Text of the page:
Some international students find employment in bars or restaurants. Others distribute newspapers, work in telemarketing or get jobs where specific foreign language skills are required. Some students are lucky enough to find employment relevant to their studies.
You should not, however, count on obtaining a part-time job nor plan your finances accordingly. It is not always easy to find a student job in Denmark if you don’t speak Danish. As an international student in Denmark you can take Danish lessons for free, which will improve your chances of finding employment in Denmark.
You should remember that your first priority is attending classes and successfully completing coursework. You should not take any employment where the timing or number of hours worked compromises your chances of graduating.
Danish government website for international recruitment: www.workindenmark.dk/en.
Other job portals in English:
All international students are advised to open a Danish bank account. To do so, you must first obtain a Danish CPR number (see earlier section). When choosing a bank, we suggest that you ask your fellow students for recommendations. Opening an account is simple. Just bring your passport or ID card and CPR card to a branch.
You will need to bring enough money or a credit card for the first few weeks of your stay in Denmark. For example, you will need enough cash to pay the rent and deposit on your accommodation – as well as to buy household goods for your new room. Make sure you can use your credit card in Denmark. Check your cash withdrawal limit. If you are already a customer of a large international bank, you should soon be able to transfer money directly from your home account to your Danish bank account. You can also transfer money from your Danish account to your home account. Transfer may take a few days and will most probably cost you a fee. For further information, please contact your bank.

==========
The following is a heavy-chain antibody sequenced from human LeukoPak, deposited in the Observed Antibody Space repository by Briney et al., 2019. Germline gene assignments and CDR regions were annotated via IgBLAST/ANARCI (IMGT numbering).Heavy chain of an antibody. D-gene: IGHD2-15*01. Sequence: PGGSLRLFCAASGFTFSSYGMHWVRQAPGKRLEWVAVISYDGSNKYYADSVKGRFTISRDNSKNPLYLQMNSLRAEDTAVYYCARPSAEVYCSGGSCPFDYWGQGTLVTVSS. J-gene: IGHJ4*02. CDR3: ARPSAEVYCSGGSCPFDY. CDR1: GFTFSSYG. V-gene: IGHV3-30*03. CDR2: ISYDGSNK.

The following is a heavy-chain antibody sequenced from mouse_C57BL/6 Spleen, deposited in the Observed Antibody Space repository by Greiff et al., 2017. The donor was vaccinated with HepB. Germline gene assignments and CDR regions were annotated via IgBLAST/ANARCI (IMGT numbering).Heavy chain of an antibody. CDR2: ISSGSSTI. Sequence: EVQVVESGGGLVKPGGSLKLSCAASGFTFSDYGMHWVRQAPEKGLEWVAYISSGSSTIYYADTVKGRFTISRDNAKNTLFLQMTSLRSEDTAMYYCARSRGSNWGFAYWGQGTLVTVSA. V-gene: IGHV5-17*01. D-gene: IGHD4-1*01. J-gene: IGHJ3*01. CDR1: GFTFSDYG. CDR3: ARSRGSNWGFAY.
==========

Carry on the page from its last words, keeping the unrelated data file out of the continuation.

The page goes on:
"Nemkonto" - the public payment system
You need to register your Danish bank account with the Danish tax authority as a ‘Nemkonto’ (i.e. an ‘easy account’), which will allow public authorities to make direct payments to you – like wages, tax rebates or maintenance payments. Seek advice from your Danish bank.
The current living expenses for an average student in Denmark are estimated to be approximately DKK 5,000 - 6,000 per month (approx. € 600 - 800). In order to avoid financial issues at the beginning of the semester, IBA suggests that you bring or have in reserve approximately DKK 15,000 (approx. € 2,000).
The number of scholarships for international students is very limited, so it is important to take into account all living costs. This includes travelling to and from Denmark, accommodation, food, books and leisure activities.
Currently there are no scholarships available at the IBA.
The Danish State Educational Support (SU) is generally only awarded to Danish residents. As an international student you may, however, apply for equal status as far as state educational support is concerned. You may be granted equal status according to:
For details on how to apply, visit the website of the Danish Education Support Agency.